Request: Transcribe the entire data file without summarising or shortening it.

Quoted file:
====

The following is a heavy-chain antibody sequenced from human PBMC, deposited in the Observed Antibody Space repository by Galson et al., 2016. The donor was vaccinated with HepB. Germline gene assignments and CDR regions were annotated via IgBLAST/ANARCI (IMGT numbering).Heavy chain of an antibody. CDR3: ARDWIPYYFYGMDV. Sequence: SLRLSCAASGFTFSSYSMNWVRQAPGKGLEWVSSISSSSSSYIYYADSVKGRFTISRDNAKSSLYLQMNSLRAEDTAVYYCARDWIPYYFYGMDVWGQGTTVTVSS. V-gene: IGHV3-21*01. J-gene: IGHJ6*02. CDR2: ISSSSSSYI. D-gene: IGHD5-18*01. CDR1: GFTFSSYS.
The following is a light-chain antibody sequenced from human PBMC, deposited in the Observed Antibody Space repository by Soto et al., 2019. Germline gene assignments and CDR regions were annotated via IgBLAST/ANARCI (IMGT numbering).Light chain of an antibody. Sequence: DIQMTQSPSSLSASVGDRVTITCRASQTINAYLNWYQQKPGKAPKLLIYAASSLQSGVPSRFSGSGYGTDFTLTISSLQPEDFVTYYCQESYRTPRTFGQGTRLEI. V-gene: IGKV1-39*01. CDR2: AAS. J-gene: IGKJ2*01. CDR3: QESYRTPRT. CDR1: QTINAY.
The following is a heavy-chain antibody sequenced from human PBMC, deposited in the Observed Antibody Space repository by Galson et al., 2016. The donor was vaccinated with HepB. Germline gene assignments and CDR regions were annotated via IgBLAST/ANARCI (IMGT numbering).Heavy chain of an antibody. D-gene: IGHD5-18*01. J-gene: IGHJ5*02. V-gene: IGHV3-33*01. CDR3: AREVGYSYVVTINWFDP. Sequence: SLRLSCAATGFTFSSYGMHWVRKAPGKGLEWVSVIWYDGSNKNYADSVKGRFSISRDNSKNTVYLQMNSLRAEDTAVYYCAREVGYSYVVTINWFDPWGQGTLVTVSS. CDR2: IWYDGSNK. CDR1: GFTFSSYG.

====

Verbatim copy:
The following is a heavy-chain antibody sequenced from human PBMC, deposited in the Observed Antibody Space repository by Galson et al., 2016. The donor was vaccinated with HepB. Germline gene assignments and CDR regions were annotated via IgBLAST/ANARCI (IMGT numbering).Heavy chain of an antibody. CDR3: ARDWIPYYFYGMDV. Sequence: SLRLSCAASGFTFSSYSMNWVRQAPGKGLEWVSSISSSSSSYIYYADSVKGRFTISRDNAKSSLYLQMNSLRAEDTAVYYCARDWIPYYFYGMDVWGQGTTVTVSS. V-gene: IGHV3-21*01. J-gene: IGHJ6*02. CDR2: ISSSSSSYI. D-gene: IGHD5-18*01. CDR1: GFTFSSYS.
The following is a light-chain antibody sequenced from human PBMC, deposited in the Observed Antibody Space repository by Soto et al., 2019. Germline gene assignments and CDR regions were annotated via IgBLAST/ANARCI (IMGT numbering).Light chain of an antibody. Sequence: DIQMTQSPSSLSASVGDRVTITCRASQTINAYLNWYQQKPGKAPKLLIYAASSLQSGVPSRFSGSGYGTDFTLTISSLQPEDFVTYYCQESYRTPRTFGQGTRLEI. V-gene: IGKV1-39*01. CDR2: AAS. J-gene: IGKJ2*01. CDR3: QESYRTPRT. CDR1: QTINAY.
The following is a heavy-chain antibody sequenced from human PBMC, deposited in the Observed Antibody Space repository by Galson et al., 2016. The donor was vaccinated with HepB. Germline gene assignments and CDR regions were annotated via IgBLAST/ANARCI (IMGT numbering).Heavy chain of an antibody. D-gene: IGHD5-18*01. J-gene: IGHJ5*02. V-gene: IGHV3-33*01. CDR3: AREVGYSYVVTINWFDP. Sequence: SLRLSCAATGFTFSSYGMHWVRKAPGKGLEWVSVIWYDGSNKNYADSVKGRFSISRDNSKNTVYLQMNSLRAEDTAVYYCAREVGYSYVVTINWFDPWGQGTLVTVSS. CDR2: IWYDGSNK. CDR1: GFTFSSYG.